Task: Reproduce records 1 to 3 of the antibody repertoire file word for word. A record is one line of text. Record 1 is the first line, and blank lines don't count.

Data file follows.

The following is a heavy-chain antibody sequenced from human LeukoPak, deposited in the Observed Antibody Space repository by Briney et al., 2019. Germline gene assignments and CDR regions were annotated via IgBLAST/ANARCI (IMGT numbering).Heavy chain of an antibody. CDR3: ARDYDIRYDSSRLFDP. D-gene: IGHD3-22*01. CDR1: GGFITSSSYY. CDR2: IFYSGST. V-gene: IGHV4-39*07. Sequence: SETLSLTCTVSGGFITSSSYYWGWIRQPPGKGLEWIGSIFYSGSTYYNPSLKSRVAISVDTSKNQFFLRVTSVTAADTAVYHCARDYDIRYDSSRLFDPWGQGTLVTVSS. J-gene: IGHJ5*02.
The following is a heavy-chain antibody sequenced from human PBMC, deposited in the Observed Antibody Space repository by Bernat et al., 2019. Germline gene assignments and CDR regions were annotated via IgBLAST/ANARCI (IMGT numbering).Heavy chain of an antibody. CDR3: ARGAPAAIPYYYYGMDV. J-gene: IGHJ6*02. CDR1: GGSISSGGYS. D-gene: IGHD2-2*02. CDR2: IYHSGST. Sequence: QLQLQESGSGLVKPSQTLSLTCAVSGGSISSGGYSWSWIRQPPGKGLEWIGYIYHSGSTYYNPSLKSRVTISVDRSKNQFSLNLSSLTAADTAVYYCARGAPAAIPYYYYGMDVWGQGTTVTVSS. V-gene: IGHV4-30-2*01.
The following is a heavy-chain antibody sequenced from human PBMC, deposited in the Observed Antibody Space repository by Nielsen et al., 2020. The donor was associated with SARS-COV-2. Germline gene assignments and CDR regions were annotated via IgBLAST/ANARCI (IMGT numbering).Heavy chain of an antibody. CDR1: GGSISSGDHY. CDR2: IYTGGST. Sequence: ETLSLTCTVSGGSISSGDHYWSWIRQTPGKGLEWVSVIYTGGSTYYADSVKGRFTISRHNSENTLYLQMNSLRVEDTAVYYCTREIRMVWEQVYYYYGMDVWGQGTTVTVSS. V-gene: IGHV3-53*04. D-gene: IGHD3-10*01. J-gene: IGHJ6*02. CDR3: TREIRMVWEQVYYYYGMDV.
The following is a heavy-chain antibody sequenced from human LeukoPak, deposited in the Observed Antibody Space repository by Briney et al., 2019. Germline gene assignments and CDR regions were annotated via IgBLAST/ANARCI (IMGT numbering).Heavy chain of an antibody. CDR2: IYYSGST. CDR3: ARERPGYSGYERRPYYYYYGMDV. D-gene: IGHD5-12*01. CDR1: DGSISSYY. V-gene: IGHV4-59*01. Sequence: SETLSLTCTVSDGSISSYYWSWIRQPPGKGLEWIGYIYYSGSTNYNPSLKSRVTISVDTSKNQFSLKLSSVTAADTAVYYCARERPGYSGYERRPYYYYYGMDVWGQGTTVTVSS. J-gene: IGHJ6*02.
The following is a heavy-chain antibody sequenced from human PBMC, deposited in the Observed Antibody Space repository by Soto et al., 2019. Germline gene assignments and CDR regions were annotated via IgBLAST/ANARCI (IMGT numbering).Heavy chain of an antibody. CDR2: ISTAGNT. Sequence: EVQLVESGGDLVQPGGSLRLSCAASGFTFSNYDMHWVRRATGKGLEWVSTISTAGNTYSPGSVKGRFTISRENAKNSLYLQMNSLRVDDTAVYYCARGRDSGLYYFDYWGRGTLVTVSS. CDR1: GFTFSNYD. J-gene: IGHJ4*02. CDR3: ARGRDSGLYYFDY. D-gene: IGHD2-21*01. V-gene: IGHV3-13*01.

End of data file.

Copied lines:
The following is a heavy-chain antibody sequenced from human LeukoPak, deposited in the Observed Antibody Space repository by Briney et al., 2019. Germline gene assignments and CDR regions were annotated via IgBLAST/ANARCI (IMGT numbering).Heavy chain of an antibody. CDR3: ARDYDIRYDSSRLFDP. D-gene: IGHD3-22*01. CDR1: GGFITSSSYY. CDR2: IFYSGST. V-gene: IGHV4-39*07. Sequence: SETLSLTCTVSGGFITSSSYYWGWIRQPPGKGLEWIGSIFYSGSTYYNPSLKSRVAISVDTSKNQFFLRVTSVTAADTAVYHCARDYDIRYDSSRLFDPWGQGTLVTVSS. J-gene: IGHJ5*02.
The following is a heavy-chain antibody sequenced from human PBMC, deposited in the Observed Antibody Space repository by Bernat et al., 2019. Germline gene assignments and CDR regions were annotated via IgBLAST/ANARCI (IMGT numbering).Heavy chain of an antibody. CDR3: ARGAPAAIPYYYYGMDV. J-gene: IGHJ6*02. CDR1: GGSISSGGYS. D-gene: IGHD2-2*02. CDR2: IYHSGST. Sequence: QLQLQESGSGLVKPSQTLSLTCAVSGGSISSGGYSWSWIRQPPGKGLEWIGYIYHSGSTYYNPSLKSRVTISVDRSKNQFSLNLSSLTAADTAVYYCARGAPAAIPYYYYGMDVWGQGTTVTVSS. V-gene: IGHV4-30-2*01.
The following is a heavy-chain antibody sequenced from human PBMC, deposited in the Observed Antibody Space repository by Nielsen et al., 2020. The donor was associated with SARS-COV-2. Germline gene assignments and CDR regions were annotated via IgBLAST/ANARCI (IMGT numbering).Heavy chain of an antibody. CDR1: GGSISSGDHY. CDR2: IYTGGST. Sequence: ETLSLTCTVSGGSISSGDHYWSWIRQTPGKGLEWVSVIYTGGSTYYADSVKGRFTISRHNSENTLYLQMNSLRVEDTAVYYCTREIRMVWEQVYYYYGMDVWGQGTTVTVSS. V-gene: IGHV3-53*04. D-gene: IGHD3-10*01. J-gene: IGHJ6*02. CDR3: TREIRMVWEQVYYYYGMDV.